Chronic Kidney Disease Improvement in Research and Treatment Act of 2017 (S. 1890)

The Chronic Kidney Disease Improvement in Research and Treatment Act (S. 1890) is designed to protect the delivery of high-quality care for patients with kidney disease. Senators Benjamin Cardin (D-MD), Roy Blunt (R-MO), and Bill Nelson (D-FL) introduced the bill in the Senate, and a House companion bill was introduced in the House (H.R. 2644) by Representatives Tom Marino (R-PA) and John Lewis (D-GA). Both bills support improvements in the research and treatment of chronic kidney disease to benefit more than 660,000 Americans living with kidney failure. The legislation would do the following:

Improving Quality of Care Through Research and Innovation

KCP supports improving the understanding of chronic kidney disease (CKD) through expanded research and coordination. The legislation seeks to expand and enhance the current research efforts related to CKD by requiring several of evaluations to improve care and quality of life for those with ESRD. Specifically, the legislation:

  • Requires the Secretary of Health and Human Services to conduct a study on any disincentives in the Medicare payment systems that create barriers to kidney transplants and post-transplant care and examine best practices to increase deceased and living organ donation rates.
  • Requires the National Academy of Sciences to evaluate the ESRD payment system to identify barriers to adopting innovative technologies and make recommendations to eliminate the barriers.
  • Requires the Government Accountability Office to issue a report on the use and impacts of palliative care on those with ESRD.
  • Requires the Secretary to conduct a study to better understand the progression of kidney disease and treatment of kidney failure in minority populations.

Patient Empowerment, Access and Choice

Like other Medicare beneficiaries, patients living with kidney failure should have access to preventive services and treatment options, and should be allowed to maintain their existing insurance even after diagnosed with kidney failure. The legislation seeks to improve care, access, and the ability of ESRD beneficiaries to make decisions about their care by:

Providing Increased Access to Medicare Advantage Plans:

The bill would permanently reauthorize Medicare Advantage (MA) Chronic Special Needs Plans (C-SNPs). C-SNPs have shown how better care coordination can improve patient outcomes. However, short-term extensions for C-SNPs fail to provide the certainty needed to invest in maintaining ESRD SNPs. Permanentlyreauthorizing ESRD C-SNPs would ensure stability and protect patient access to these plans.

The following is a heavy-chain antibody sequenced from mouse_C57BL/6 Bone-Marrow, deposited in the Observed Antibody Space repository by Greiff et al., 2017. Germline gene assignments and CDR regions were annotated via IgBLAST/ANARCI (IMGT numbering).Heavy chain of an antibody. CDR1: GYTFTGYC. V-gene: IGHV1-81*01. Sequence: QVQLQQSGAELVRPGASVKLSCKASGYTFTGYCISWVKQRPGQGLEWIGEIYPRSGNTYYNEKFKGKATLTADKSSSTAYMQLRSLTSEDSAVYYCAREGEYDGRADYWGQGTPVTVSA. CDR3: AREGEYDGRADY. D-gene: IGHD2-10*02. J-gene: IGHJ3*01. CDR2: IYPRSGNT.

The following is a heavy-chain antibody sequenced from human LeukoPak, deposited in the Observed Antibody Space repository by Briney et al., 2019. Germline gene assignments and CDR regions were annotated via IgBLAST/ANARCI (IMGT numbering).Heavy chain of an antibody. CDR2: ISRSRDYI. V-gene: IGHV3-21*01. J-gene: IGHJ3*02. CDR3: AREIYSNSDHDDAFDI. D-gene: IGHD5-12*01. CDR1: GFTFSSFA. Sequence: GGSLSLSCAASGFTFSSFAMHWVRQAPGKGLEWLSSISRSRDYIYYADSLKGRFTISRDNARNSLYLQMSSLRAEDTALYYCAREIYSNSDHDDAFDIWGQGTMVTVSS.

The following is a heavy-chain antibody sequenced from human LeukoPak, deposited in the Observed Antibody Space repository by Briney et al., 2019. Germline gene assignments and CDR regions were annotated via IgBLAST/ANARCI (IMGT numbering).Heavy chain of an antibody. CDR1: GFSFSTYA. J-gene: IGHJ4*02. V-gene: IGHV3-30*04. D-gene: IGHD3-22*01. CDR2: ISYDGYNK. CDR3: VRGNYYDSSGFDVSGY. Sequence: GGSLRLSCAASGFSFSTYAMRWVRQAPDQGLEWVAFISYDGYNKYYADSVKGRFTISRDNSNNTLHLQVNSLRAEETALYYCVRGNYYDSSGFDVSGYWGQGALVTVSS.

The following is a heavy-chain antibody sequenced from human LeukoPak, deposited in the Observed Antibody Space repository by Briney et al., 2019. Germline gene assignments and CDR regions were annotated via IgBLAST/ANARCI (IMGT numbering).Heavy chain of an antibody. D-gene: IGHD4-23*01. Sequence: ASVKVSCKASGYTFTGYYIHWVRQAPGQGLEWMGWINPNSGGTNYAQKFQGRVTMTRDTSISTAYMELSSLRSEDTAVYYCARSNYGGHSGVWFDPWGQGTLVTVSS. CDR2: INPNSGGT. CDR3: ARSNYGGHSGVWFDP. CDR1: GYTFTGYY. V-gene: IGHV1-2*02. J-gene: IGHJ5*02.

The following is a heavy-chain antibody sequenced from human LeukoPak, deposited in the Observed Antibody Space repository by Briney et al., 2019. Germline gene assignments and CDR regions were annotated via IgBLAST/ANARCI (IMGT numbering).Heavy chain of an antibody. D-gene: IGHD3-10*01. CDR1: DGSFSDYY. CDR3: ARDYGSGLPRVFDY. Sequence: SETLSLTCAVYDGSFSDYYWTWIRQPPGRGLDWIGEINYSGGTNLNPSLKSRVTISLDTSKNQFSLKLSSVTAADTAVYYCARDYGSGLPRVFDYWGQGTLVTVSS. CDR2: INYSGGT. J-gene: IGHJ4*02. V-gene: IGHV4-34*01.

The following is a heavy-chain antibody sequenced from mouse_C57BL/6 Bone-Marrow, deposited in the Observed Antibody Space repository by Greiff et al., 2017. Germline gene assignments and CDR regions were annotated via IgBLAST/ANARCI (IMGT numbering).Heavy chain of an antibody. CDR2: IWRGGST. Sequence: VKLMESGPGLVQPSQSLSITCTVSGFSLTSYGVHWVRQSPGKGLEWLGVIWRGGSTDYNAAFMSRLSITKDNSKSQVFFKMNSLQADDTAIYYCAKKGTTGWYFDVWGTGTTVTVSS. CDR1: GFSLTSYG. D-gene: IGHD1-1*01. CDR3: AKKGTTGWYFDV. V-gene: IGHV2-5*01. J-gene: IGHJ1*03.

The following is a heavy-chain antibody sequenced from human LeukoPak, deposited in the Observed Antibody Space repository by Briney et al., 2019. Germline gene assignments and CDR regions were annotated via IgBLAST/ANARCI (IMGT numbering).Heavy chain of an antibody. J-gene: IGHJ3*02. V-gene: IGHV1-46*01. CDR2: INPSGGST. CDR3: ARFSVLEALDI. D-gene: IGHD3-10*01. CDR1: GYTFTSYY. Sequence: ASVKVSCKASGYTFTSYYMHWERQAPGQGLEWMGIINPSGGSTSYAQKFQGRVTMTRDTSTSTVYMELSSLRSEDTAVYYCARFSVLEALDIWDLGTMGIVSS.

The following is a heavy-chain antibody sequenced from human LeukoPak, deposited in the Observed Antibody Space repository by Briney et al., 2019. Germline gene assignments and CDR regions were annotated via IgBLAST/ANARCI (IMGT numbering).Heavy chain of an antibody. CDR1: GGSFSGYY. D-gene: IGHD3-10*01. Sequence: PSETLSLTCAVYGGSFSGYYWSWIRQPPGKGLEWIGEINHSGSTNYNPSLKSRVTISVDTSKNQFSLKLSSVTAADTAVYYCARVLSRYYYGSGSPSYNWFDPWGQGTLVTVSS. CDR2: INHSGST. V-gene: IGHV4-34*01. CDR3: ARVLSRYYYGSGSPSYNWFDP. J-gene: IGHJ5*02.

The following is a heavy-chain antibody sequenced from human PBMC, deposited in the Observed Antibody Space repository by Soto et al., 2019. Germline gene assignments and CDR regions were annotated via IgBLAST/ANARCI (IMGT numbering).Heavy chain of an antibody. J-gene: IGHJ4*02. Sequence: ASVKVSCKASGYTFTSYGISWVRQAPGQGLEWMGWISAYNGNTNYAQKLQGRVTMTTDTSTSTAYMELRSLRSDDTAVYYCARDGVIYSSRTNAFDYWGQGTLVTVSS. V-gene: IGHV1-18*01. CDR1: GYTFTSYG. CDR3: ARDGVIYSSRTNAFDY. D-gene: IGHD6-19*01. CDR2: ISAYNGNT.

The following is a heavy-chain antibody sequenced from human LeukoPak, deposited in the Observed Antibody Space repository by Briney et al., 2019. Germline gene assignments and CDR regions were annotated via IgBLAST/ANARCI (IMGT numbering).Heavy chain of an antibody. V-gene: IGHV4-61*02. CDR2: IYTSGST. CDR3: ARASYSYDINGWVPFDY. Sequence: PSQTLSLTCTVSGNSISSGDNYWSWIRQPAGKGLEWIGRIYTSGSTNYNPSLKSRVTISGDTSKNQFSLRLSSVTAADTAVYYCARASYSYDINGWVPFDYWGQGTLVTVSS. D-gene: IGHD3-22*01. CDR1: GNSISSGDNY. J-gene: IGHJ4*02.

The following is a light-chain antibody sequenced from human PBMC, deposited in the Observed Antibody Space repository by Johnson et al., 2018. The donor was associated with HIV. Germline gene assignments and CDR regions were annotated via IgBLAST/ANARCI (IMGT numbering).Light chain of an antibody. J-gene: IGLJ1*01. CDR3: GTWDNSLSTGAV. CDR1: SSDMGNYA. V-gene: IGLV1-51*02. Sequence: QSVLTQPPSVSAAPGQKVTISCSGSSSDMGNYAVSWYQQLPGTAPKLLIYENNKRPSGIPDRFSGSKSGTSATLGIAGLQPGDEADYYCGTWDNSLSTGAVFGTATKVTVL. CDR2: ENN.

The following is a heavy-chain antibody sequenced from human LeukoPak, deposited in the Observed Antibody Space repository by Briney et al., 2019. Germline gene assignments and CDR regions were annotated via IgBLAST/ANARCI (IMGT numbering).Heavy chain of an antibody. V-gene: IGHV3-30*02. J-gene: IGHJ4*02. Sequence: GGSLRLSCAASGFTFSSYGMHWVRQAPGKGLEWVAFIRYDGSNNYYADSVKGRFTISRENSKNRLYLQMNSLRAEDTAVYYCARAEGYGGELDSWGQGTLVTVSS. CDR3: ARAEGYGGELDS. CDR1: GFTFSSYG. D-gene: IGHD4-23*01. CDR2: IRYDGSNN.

The bill would move up by one year the effective date of the provision adopted in 21st Century Cures that allow ESRD beneficiaries access to MA plans from plan year 2021 to 2020.

Guaranteeing Access to Medigap Policies:

The bill would guarantee ESRD beneficiary access to Medigap plans. Medigap coverage is guaranteed only for Medicare beneficiaries age 65 and over and is not available in every state to those 64 and younger, leaving some ESRD Medicare beneficiaries under 65 facing the serious financial strain of having to afford Medicare Part B’s 20 percent cost sharing.

Promoting Access to Home Dialysis:

The legislation seeks to promote expanded patient access to home dialysis treatment options through telemedicine.

Additionally, the House bill would further patient access and choice by allowing individuals who have commercial insurance through an employer to retain that insurance for an additional 12 months, giving these individuals the ability to decide whether to keep their insurance for up to 42 months. The Senate bill does not have this provision.

Improving Care and Quality Outcomes

The bill aims to maintain the economic stability of the dialysis infrastructure. MedPAC projects a -1.0 percent overall Medicare margin for dialysis facilities in 2017. The average Medicare margin for dialysis facilities remains negative, despite the successful rollout of the ESRD Prospective Payment System (PPS) in 2011. There are a series of technical fixes that, if made, would help to better align payment rates with the cost of providing care. The legislation would require the Secretary to make these corrections to the PPS.

The bill includes provisions to consolidate and modernize quality programs. The current multiple ESRD quality programs have a great deal of redundancies and inconsistencies. The bill would provide for a more transparent process for measure adoption that ensures the Secretary is focusing on the most important aspects of dialysis care.

The bill will also increase access to the Medicare Kidney Disease Education benefit, allowing dialysis facilities to use national accrediting bodies to certify it meets participation guidelines, and allow nephrology health professionals to participate in the National Health Services Corp loan forgiveness program.

Learn more about S. 1890:

Reference Documents:

Policy Documents


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